The MAGIC Project:

Multi-scale adaptations to climate change and social-ecological sustainability in coastal areas



Project Participants: Nelson Mandela University George Sustainability Research Unit, Centre for Environmental Sustainability at University of Exeter (United Kingdom), CIRAD and IRSTEA (France), Resilience Alliance

Study Area: Coastal areas of Eden District Municipality (South Africa), Cornwall (United Kingdom), Languedoc-Rousseilon (France)

Project Duration: 2013 - 2015

Funding: National Research Foundation, Nelson Mandela University George Sustainability Research Unit, Nelson Mandela University Research Management, Belmont Forum

Links: and

Project Objectives:

  1. Using a model of “private proactive adaptation to climate change” this project aims to assess the interactions between: a) the actual risk posed by climate change; b) cognitive factors such as perceived risk and perceived adaptive capacity; c) adaptations; and d) situated learning when decisions makers participate in modelling processes.
  2. We assess the relationship between these drivers and adaptation plans in coastal areas at three scales: individual decision makers; local communities of practice; and regional planning authorities.
  3. Findings will directly inform and support adaptation decision making in coastal areas, add to current knowledge on vulnerability and adaptation, and facilitate learning and appreciation of feedbacks in adaptation responses.





Post-doctoral fellow:  Dr Yashwant Rawat

Study area: Garden Route, Western Cape

Duration: 2016-2017

Project objectives:  

  • Screen out the biomass applications for local use and scaling up the beneficiation by finding a niche market.

  • Assess the niche markets for invasive alien plants biomass use including environmental benefits.

  • Value chain development for invasive alien plants biomass use.


Motivation in ecosystem stewardship and the resilience of biodiversity commons- The case of South Africa’s Garden Route



Student: Lisa Heider

Promoter: Prof. Christo Fabricius

Study Area: Garden Route, Western Cape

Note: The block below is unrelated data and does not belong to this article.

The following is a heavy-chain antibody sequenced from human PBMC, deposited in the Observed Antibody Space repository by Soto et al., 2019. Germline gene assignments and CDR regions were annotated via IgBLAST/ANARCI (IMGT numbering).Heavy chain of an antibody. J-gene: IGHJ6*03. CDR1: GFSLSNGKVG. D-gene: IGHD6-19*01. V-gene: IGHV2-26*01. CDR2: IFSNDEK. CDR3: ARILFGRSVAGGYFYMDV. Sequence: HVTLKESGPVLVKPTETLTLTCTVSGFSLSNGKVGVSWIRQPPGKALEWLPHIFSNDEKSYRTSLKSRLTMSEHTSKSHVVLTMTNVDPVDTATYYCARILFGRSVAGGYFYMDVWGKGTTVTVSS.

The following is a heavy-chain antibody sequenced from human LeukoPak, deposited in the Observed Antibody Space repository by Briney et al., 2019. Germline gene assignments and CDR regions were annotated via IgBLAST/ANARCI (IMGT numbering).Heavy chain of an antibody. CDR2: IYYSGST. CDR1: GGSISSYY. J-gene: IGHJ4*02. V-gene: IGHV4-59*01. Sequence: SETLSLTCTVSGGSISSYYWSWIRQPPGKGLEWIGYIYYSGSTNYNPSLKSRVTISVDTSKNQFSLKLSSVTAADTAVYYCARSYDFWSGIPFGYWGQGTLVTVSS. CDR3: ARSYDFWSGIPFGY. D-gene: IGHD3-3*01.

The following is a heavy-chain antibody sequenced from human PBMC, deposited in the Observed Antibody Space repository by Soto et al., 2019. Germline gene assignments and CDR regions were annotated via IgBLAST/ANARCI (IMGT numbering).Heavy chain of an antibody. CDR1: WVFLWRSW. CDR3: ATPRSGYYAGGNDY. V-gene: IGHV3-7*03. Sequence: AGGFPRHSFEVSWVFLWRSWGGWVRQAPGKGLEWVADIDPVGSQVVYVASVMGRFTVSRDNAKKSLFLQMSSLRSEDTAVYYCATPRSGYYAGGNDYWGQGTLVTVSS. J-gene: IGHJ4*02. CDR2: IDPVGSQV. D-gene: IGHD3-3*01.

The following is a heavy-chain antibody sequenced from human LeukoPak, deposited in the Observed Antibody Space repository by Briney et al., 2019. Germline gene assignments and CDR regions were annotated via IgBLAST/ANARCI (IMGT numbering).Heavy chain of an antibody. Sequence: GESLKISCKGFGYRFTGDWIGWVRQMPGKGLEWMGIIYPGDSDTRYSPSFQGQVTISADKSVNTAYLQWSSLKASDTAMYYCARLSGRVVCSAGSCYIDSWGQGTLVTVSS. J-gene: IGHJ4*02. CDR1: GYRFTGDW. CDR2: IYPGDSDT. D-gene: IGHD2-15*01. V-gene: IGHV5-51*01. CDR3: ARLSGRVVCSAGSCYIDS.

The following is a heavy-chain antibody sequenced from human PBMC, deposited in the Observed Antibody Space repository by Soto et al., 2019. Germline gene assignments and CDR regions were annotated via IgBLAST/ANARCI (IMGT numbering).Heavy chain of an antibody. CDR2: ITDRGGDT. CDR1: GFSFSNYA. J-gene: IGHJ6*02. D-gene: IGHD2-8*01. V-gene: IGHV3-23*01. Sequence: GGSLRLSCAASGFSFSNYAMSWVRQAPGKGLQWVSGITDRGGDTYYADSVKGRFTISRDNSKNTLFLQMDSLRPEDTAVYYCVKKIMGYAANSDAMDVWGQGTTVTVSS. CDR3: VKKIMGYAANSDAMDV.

Duration: 2014 - 2016

Funding: National Research Foundation

Project objectives: 

My project aims to explore the role of different motivations in ecosystem stewardship and their influence on the social and ecological requirements that build the resilience of a biodiversity common. I target individual members of the public who show a committed and pro-active concern for biodiversity and ecological support systems in the Garden Route.  I am using a mixed-method research approach, including photo-voice, in-depth interviews, informal communication, observations and empirical literature reviews in order to (1) stimulate individual’s reflection of their sense of place and sources of motivation for stewardship, (2) investigate the social-ecological consequences of their behaviours and (3) estimate the impact on resilience.

  • Progress: This far 30 research participants, 750 photographs
  • Preliminary findings: Intentions and motivations in stewardship are driven by different  identities which emerge along a gradient of scale (ie. from narrow definition of self, to a predominantly social or ecological identity, to a cohesive social-ecological identity and to a holistic spiritual or biospheric identity)
  • Preliminary findings: The impact of stewardship on the social-ecological community manifests on a temporal scale (short-term versus long-term) and on a contextual scale (narrow versus holistic), and seems to be explained by the different identities ecosystem stewards hold.